FM Nirmala Sitharaman faces daunting task of boosting growth with fiscal prudence


Elevating economic growth in times of fiscal constraints is the “most daunting task” for finance minister Nirmala Sitharaman who is presenting her maiden budget next week, a report has said. The interim budget has already gone public with the target of getting fiscal deficit at 3.4 percent.

“Based on the current trend in GDP and tax-/non-tax revenue growth, we believe adhering to the fiscal deficit target at 3.4 percent will be difficult without squeezing expenditure,” India Ratings said in a note Friday. It can be noted that government expenditure has been one of the biggest drivers of consumption growth and in turn aided the growth process in the last few years, when private investments have been lacklustre.

The report also raised concerns on the off-balance sheet borrowings by the government, stating while such moves help contain fiscal deficit closer to the glide path, but is an “expensive way of mobilising resources”. It said the fiscal consolidation must continue in line with the fiscal road map laid out earlier.


In FY19, general government (both Central and states) fiscal deficit at 6.9 percent was much higher than Fitch-rated ‘BBB’ peer group’s median of 1.9 percent, it pointed out. Similarly, government debt at 69 percent of GDP was 1.84 times that of ‘BBB’ rated peer group’s median, it said.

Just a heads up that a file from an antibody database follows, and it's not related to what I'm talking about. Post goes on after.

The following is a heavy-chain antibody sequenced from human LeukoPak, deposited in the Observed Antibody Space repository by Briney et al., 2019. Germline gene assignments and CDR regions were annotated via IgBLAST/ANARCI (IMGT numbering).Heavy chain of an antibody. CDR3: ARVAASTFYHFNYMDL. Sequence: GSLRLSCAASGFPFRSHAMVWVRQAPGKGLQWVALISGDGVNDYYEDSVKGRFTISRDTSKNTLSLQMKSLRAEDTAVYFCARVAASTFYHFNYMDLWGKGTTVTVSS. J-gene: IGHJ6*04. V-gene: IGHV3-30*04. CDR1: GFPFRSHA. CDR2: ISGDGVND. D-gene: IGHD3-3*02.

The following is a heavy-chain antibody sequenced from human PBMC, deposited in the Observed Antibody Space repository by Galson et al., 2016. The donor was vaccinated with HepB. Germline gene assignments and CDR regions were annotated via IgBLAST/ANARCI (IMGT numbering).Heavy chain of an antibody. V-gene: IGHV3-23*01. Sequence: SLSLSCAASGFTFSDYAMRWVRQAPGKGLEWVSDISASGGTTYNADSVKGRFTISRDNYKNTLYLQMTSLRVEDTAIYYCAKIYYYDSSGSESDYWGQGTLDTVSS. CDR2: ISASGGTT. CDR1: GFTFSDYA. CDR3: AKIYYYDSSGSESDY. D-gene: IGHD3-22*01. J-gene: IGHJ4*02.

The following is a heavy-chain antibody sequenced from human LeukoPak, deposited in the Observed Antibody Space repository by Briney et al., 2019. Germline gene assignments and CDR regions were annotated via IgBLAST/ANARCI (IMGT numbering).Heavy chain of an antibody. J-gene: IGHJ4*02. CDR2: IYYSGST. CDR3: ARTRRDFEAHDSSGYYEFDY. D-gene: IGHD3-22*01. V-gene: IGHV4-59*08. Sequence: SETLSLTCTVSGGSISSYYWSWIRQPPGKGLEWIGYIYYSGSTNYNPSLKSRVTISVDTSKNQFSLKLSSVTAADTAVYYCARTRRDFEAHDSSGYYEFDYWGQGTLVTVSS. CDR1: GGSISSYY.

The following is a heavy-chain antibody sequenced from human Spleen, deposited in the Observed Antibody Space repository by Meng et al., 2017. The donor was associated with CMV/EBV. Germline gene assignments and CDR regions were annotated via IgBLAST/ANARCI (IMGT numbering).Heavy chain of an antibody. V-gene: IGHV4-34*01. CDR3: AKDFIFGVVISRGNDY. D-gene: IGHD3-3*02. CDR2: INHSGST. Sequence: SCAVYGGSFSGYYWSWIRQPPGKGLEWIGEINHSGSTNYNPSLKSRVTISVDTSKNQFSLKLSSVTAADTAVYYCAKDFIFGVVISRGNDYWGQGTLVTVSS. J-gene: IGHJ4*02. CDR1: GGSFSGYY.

It said it would be “interesting” to look at the steps the budget would announce to expand the tax base and resolve the tax revenue currently in disputes, and added that tax laws continue to be complex even after attempts at simplification. On taxation, it pitched for a new direct tax code to simplify tax legislation, remove exemptions and widen the tax base to be included in the budget proposals.

The budget needs to come up with a five-year roadmap on tax reforms especially for corporates, the agency said. Clarity on capital infusion in the public sector banks, removal of the roadblocks that have crept into the bankruptcy laws, and encouraging/incentivising banks to buy good quality assets of NBFCs, will go a long way in easing the current woes of the financial sector and reviving the private corporate/non-corporate capex, it said.

There is a need to look at agriculture beyond food security alone if we were to find a solution to the agrarian crisis, it said, advocating direct transfers in the interim.

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